Lift sounds interesting. Sure some great speaks and likely many neat tech ideas and insights into why they work or why we need them.
But what really excites is this line in description of its purpose:
"to explore the social implications of new technologies."
To explore the social implications of X is a good way of looking at what we do and how we could do it better. It implies an unknown, some discovery and removes the limitations of things like "media" or "channels."
Rather than burrowing down a mine shaft and asking "does this TV ad work" or is this an effective mobile application" ultimately we need to simply explore the social implications of an idea.
- Did you share it?
- Did it make me laugh?
- Did it remind me of someone who I will now call, visit, email or Friend
- Did it give me something to talk about in the car share tomorrow so Tom the blabbermouth doesn't take all the attention and I can be respected as a entertaining compatriate."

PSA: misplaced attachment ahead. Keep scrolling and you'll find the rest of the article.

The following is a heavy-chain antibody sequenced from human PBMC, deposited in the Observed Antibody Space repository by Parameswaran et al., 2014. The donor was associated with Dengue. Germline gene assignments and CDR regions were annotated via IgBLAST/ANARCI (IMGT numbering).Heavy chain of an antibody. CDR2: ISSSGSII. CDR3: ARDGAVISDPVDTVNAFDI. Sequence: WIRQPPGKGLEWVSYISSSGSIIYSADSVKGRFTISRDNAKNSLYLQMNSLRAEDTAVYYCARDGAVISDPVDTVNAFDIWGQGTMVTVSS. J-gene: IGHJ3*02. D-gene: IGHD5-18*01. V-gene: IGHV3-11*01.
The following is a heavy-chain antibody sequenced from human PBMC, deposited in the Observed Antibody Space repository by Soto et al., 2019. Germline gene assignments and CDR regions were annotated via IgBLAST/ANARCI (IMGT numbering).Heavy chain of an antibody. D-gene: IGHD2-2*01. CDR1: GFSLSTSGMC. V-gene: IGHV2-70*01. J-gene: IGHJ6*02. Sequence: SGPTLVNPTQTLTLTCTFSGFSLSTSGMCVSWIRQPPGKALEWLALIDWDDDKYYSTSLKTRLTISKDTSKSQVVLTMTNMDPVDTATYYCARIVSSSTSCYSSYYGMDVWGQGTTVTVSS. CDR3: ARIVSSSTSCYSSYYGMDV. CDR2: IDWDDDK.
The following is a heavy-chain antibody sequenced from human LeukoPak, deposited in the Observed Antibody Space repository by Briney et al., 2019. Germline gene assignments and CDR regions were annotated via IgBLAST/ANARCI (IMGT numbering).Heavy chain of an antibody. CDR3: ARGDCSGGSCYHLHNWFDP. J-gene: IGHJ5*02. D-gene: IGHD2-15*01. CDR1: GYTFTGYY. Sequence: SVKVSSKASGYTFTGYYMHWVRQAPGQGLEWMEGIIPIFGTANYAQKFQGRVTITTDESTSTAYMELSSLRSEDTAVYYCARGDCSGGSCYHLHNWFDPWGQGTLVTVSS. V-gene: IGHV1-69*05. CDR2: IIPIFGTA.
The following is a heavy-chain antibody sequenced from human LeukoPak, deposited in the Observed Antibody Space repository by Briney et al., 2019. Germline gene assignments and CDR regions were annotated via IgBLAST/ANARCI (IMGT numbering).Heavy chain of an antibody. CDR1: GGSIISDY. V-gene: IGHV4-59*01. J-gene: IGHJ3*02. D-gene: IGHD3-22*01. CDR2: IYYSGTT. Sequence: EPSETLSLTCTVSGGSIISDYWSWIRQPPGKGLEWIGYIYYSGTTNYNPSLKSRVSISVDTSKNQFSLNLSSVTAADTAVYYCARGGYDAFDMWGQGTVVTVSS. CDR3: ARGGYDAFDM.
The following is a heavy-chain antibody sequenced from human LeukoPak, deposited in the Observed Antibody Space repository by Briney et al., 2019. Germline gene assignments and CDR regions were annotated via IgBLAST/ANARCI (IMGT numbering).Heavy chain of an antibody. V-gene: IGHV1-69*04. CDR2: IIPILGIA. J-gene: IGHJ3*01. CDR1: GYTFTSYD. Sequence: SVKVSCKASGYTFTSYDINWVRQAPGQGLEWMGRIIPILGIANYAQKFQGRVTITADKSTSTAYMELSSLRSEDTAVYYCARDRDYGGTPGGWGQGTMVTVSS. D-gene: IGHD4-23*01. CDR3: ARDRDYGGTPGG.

- Did it change the way I see the world, better or worse?
- Did it change the way I see myself, better or worse? Stronger or weaker? Inspired or detered?
I like how Lift is focused on the social implications of technology. When you dig into it, implications of one things have cascading implications on other things. Social implication of a new application will themselves have social implications on another "thing" it replaces or improves.
Technology often looks at itself within its own buble or technolgoy or at the expense of all things non-technological. Nice to open itself up, and allow us to be arm chair socialogists.
Right, now back to making things.